May 19, 2006
Movie Review By: SFAM
Directed by: Kazuto Nakazawa & Naoyuki Yoshinaga
Written by: Chiaki Konaka
Degree of Cyberpunk Visuals: High
Correlation to Cyberpunk Themes: Medium
Key Cast Members:
Overview: Parasite Dolls, another cyberpunk anime written by the prolific cyberpunk anime master, Chiaki Konaka (Serial Experiments Lain, Texhnolyze, Armitage III, Malice@Doll, and Bubblegum Crisis 2040), is a visually interesting, VERY adult OVA from the Bubblegum Crisis universe. The androids (called boomers) in this show are fully android (at least regarding their mental processes) unlike in other Bubblegum stories where they seem to be a combination of human and android. While this is a three part OVA, I really like that they are almost integrated like a movie, versus as separate episodes. Fair warning, you get gruesome deaths in the throws of sex, prostitution, lots and lots of gore.
The Stories: There are three separate, interlinked stories on the Parasite Dolls OVA. At the start of the first story, set in the year 2034, where society has become a troubled mix of humans and androids called “Boomers.” The Genom Cooperation has created boomers to serve mankind in all aspects, from police support to sex dolls. Unfortunately, problems emerge, both with the boomers and with humanity’s reaction to their presence. A clandestine division of the Advanced Police (A.D Police) called “Branch” has been created to investigate human to boomer related crimes. The story follows “Buzz” Nikvest, a policeman with a troubled past, and his partners at the Branch division, which include a very helpful Boomer called Kimball and a stereotyped spunky, sexy, tough cop chick named Reiko Michaelson.
In the first episode, rogue boomers start randomly attacking and killing innocent humans. Buzz and company are brought in to investigate. During the course of their investigation, they find that things at the Genom corporation are not all above board. This story has some pretty cool visuals of shot-up boomers, and a few interesting
The second episode, which takes place a year later, involves a truly bizarre android monster called the “Boomer Crusher” and a very lifelike boomer prostitute who has feelings and has dreams. Unfortunately, the prostitute is being controlled in her dreams to cause some truly bizarre human deaths. We find out more in the third story of who probably created this monster, but it isn’t really stated in the narrative.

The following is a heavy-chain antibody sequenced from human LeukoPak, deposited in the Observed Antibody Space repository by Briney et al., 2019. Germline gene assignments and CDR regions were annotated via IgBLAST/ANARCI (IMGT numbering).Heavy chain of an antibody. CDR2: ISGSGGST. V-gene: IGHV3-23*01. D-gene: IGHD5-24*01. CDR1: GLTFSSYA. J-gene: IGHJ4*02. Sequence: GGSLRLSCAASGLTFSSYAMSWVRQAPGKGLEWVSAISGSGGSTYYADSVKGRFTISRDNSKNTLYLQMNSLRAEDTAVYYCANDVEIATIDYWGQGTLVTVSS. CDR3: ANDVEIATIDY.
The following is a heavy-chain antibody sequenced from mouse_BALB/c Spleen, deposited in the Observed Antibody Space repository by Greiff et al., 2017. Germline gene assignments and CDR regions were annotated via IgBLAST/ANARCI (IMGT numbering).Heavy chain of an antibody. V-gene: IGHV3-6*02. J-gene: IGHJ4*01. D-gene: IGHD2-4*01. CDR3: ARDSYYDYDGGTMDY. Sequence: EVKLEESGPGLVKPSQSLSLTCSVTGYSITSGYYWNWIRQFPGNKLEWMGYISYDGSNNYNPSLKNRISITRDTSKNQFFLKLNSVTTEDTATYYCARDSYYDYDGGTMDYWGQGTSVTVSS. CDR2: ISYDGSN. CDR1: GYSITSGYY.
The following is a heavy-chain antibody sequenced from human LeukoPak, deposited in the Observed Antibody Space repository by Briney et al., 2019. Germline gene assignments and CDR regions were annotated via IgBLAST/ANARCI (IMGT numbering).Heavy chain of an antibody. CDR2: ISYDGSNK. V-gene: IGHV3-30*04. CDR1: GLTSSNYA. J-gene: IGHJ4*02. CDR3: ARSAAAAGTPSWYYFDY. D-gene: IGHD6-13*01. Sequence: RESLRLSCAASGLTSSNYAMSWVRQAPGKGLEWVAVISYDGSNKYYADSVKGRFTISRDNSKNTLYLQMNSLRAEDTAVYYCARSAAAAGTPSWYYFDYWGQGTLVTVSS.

In the third episode, which takes place 5 years later, Takahashi, the head of Branch Division is missing. In searching for their missing box, Buzz, Kimball and Reiko find a connection between Takahashi’s disappearance and the recent spate of anti-boomer activity that has grown in recent years. Worse, as explosions go off all over the city, Buzz is framed as the fall guy. As the story unfolds, the viewer is left with the idea that all three stories are related to the same larger plot.
The Visuals: Parasite Dolls has a really nice diversity of looks, often emphasizing extreme shadows in single color light settings. Both blue and gray are used extensively for this, often yielding terrific visuals. In other cases, Parasite Dolls looks like a rather decent, but not spectacular anime. It does best when it strives for the edgy look. Had this been used throughout, Parasite Dolls could have come off as something bordering on special. As it stands, some parts really stand out, while others you almost wait to get through.
Boomers – property or unique individuals: Nothing new here – Parasite Dolls explores the continually explored question of whether androids are merely property or something more unique. Unfortunately, no new ground is traversed. Instead, the interesting aspects of this come from the seedy visuals themselves. There are a few scenes in Parasite Dolls where the visuals make a far more interesting statement than the narrative. These usually involve truly gruesome Boomer deaths.
The Seedy Underground: A seedy feeling pervades Parasite Dolls. We get nudie bars, slovenly side-walks, seedy corporate meetings, and absolutely base human behavior. We have hot chick boomers continually debased and abused. Even the weird creatures that appear have an icky feel to them. The constant theme we see here are fallen boomers. They had so much potential, but…
The Bottom Line: The stories themselves are somewhat uneven and problematic, but the visuals are interesting enough to make this worth a watch. While the narrative is more straight forward than many of Chiaki Konaka’s stories, it does require a few minutes thought to put the overall picture together – otherwise, all three episodes almost seem disconnection. Even though Buzz is a pretty interesting character, the rest of the characters we encounter are pretty much the cookie-cutter variety. Worse, as the episodes take place over a six-year time period, you would really expect to see growth in the characters, or at least changes in the nature of their relationships. Instead, the characters we encounter at the beginning are the same ones six years later. Still, for a 3 part OVA, Parasite Dolls is worth a watch for the visuals alone.